'Smart farming' to help South Africans tackle drought

Southern African farmers know a lot about climate change due to the worsening drought conditions they face. But, according to agriculture and development researchers, these farmers lack the resources to put solutions that work into place.

That is in part because government agricultural extension services, which offer training and advice to farmers, have too few agents, states a report by the Technical Centre for Agricultural and Rural Cooperation, based in the Netherlands.

In many cases, farmers are simply not aware of potential solutions, said Oluyede Ajayi, a senior programme coordinator with the centre, speaking on the sidelines of a meeting in Johannesburg on scaling up climate-smart agricultural solutions.

Such shortcomings are one reason an ongoing drought in southern Africa has left 23m people dependent on food aid, with another 13m in need of help, according to the Southern African Development Community, which launched a €2.5bn emergency appeal in July.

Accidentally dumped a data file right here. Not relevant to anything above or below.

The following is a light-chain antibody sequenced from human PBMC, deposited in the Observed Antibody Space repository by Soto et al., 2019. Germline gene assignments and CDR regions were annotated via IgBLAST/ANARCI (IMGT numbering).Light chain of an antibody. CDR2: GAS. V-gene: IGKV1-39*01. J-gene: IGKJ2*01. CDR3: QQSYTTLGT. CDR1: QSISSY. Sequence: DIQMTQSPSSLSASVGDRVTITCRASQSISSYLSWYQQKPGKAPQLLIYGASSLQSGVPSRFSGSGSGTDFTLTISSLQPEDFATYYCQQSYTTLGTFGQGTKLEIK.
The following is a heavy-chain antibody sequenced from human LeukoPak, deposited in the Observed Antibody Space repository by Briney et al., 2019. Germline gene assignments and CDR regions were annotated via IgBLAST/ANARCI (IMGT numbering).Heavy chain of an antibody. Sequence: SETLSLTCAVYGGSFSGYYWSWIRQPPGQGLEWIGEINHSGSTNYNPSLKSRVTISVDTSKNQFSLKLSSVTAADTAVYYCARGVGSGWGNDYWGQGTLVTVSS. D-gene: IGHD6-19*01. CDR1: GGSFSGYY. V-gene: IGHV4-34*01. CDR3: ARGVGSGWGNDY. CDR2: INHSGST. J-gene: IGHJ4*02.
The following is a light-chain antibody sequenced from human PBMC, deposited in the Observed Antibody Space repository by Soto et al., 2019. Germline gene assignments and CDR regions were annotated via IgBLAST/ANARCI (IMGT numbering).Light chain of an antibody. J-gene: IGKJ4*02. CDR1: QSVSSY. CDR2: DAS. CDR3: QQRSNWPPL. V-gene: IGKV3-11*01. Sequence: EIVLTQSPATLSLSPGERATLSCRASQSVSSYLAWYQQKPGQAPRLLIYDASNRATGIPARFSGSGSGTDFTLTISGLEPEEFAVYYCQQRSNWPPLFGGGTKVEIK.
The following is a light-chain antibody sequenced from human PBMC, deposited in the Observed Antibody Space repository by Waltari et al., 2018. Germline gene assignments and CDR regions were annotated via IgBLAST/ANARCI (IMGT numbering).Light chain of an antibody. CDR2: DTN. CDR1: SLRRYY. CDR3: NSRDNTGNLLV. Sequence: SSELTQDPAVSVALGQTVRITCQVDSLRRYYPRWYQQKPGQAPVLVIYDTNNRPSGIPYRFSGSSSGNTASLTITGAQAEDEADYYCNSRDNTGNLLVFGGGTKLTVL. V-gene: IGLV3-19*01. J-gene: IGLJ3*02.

But a new regional push, focused on promoting four key actions to adapt agriculture and curb growing hunger, could help, Ajayi said.

The best ways to assist southern Africa’s farmers, agricultural experts said, are by increasing their access to insurance for crop failure and livestock deaths, and giving them better weather advice via mobile phones.

Helping them diversify their sources of income is also key, they said, as is developing stress-tolerant seeds and better ways of managing land to conserve water.


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